U.S. Commander Says Kandahar Operation Will Take Longer Than Planned

BRUSSELS (AP) — The top commander in the largely stalemated Afghanistan war acknowledged Thursday that a crucial campaign to secure the region of the country where the Taliban insurgency was born will take longer than planned because local Afghans do not yet welcome the military-run operation.

The operation to secure the Kandahar region will unfold more slowly and last longer than the military had planned, Gen. Stanley McChrystal said. The slower pace of the make-or-break operation reflects the reality that the Taliban is not a hated occupier in Kandahar, and the residents McChrystal is trying to protect do not universally want his help.

"I do think it will happen more slowly than we had originally anticipated," McChrystal said.

McChrystal predicted he can still demonstrate a turnaround in the war by year's end, as U.S. Defense Secretary Robert Gates said this week is necessary to sustain public backing for a war now in its ninth year.

Kandahar is Afghanistan's second-largest city and a key to the success of President Barack Obama's revamped war strategy, which focuses on turning local allegiances against the Taliban and toward the U.S.-backed central government in Kabul.

Kandahar was always the place where that strategy was most starkly challenged, since the Taliban is a daily presence in neighborhoods and carries a significant level of popular support.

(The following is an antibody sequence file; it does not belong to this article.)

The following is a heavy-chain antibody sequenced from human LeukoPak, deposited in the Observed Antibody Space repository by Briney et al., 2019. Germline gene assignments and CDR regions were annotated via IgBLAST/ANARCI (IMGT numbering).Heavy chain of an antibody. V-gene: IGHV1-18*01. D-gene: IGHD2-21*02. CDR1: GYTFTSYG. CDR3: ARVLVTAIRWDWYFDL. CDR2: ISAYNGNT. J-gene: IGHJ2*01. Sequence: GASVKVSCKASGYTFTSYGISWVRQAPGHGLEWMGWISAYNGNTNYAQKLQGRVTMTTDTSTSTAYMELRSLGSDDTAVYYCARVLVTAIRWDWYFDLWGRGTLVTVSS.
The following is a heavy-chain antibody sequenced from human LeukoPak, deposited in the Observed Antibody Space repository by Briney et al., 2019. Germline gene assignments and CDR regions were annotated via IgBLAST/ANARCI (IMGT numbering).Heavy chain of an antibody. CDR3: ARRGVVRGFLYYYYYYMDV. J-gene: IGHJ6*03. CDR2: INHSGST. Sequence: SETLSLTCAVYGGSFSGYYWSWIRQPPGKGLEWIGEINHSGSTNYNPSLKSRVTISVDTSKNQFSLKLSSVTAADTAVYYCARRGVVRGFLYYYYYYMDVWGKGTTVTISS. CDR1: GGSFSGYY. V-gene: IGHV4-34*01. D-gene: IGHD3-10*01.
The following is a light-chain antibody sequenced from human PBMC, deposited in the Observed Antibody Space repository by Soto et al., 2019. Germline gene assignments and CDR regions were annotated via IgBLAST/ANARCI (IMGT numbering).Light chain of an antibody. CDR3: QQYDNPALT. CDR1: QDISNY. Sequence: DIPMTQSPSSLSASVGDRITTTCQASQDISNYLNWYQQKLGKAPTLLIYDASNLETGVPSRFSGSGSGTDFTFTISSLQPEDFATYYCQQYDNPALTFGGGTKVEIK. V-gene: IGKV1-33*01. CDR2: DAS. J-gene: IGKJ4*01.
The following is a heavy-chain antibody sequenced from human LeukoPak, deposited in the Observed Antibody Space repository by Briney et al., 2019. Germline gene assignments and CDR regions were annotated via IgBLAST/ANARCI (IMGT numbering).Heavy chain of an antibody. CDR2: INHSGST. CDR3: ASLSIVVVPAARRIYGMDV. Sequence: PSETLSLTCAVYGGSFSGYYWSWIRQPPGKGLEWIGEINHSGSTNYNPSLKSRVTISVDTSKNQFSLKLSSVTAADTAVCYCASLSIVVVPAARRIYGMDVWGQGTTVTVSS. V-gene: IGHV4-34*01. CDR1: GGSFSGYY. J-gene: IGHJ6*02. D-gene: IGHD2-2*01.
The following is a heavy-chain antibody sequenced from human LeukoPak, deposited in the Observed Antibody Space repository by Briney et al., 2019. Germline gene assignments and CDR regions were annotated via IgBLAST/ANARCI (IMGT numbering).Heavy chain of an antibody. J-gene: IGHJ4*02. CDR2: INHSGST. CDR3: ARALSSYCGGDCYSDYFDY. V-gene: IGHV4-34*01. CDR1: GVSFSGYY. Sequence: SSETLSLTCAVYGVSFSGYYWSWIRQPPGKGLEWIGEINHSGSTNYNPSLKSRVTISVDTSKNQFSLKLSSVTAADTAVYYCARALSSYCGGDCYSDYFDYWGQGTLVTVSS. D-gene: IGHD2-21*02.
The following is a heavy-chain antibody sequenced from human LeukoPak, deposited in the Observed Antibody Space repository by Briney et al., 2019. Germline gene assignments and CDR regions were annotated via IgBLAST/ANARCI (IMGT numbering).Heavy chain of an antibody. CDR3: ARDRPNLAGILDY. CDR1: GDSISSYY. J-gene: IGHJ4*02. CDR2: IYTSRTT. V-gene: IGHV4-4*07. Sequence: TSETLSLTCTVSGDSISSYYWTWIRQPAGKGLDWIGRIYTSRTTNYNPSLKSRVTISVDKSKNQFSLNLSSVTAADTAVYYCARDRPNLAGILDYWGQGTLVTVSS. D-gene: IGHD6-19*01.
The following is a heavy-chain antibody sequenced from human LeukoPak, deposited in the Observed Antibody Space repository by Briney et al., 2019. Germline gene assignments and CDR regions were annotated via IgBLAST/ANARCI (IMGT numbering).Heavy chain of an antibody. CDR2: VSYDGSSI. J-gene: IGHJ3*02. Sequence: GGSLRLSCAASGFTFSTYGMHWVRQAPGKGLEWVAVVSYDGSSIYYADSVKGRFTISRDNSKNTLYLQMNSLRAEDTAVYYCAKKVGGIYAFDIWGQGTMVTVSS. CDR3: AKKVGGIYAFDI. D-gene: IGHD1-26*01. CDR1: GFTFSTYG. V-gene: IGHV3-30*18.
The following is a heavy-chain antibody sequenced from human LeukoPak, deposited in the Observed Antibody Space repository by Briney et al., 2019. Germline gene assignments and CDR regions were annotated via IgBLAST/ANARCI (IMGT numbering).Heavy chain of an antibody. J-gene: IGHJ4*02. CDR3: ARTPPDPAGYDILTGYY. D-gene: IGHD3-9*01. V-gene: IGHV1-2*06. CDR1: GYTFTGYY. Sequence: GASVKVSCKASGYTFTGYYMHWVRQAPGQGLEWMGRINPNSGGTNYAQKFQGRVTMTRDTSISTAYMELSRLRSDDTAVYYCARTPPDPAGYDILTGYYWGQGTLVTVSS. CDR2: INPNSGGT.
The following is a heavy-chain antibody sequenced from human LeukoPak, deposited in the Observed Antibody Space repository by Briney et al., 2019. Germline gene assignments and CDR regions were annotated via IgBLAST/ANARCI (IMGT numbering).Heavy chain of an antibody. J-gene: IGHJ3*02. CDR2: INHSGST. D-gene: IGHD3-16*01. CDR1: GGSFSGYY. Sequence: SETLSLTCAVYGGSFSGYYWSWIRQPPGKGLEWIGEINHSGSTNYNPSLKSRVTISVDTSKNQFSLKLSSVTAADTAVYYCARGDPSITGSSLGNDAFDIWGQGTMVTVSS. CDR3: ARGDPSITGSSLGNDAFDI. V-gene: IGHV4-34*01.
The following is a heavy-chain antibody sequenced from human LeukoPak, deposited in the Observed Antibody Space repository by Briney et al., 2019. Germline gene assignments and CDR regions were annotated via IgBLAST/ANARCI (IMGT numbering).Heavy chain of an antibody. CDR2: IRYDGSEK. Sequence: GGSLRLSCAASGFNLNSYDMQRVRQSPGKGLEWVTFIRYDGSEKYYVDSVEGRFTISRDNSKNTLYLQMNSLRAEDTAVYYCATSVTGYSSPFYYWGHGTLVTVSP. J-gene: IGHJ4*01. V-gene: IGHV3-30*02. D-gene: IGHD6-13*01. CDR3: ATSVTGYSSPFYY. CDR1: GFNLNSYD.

A military and civilian campaign to neuter the Taliban began in the Kandahar region this spring, and had been expected to ramp up in June and largely conclude by August. It will now probably stretch far into the fall.

"It will take a number of months for this to play out, but I don't think that's necessarily a bad thing," McChrystal told reporters on the sidelines of a NATO meeting taking stock of the war.

"I think it's more important that we get it right than we get it fast," he said.

McChrystal said he has underestimated the amount of time needed to get local support, but the overall plan for Kandahar remains the same.

NATO forces, working alongside Afghans, are reaching out to local business and political leaders and holding rap sessions known as shuras. McChrystal said he would attend a shura planned by Afghan President Hamid Karzai in the Kandahar region within a few days.

"It's a deliberate process," McChrystal said. "It takes time to convince people."

As recently as this week, military leaders had insisted there was no delay.

McChrystal will update NATO defense ministers on the war, nearly a year to the day after he took over as senior commander.

Gates was pressing NATO allies to provide more military advisers to train Afghan forces. The alliance should comply, NATO chief Anders Fogh Rasmussen said.

NATO said it needs another 450 instructors to bring its training mission in Afghanistan to full strength. Some countries have dragged their feet and failed to dispatch as many police and army trainers as they pledged last year, generally blaming logistical issues for the shortfall.

The Afghan army is expected to grow this year to 134,000 troops and the police to about 109,000 members. Plans call for the security forces to reach 300,000 by October 2011. The U.S.-led international force currently numbers about 122,000 troops.

They face an estimated 25,000 to 30,000 insurgents.

The two-day meeting of defense ministers from NATO's 28 member nations — and those from 18 other allied countries contributing troops to the 122,000-strong NATO force in Afghanistan — is intended to pave the way for the alliance's summit next November in Lisbon, Portugal.


Associated Press writer Slobodan Lekic contributed to this report.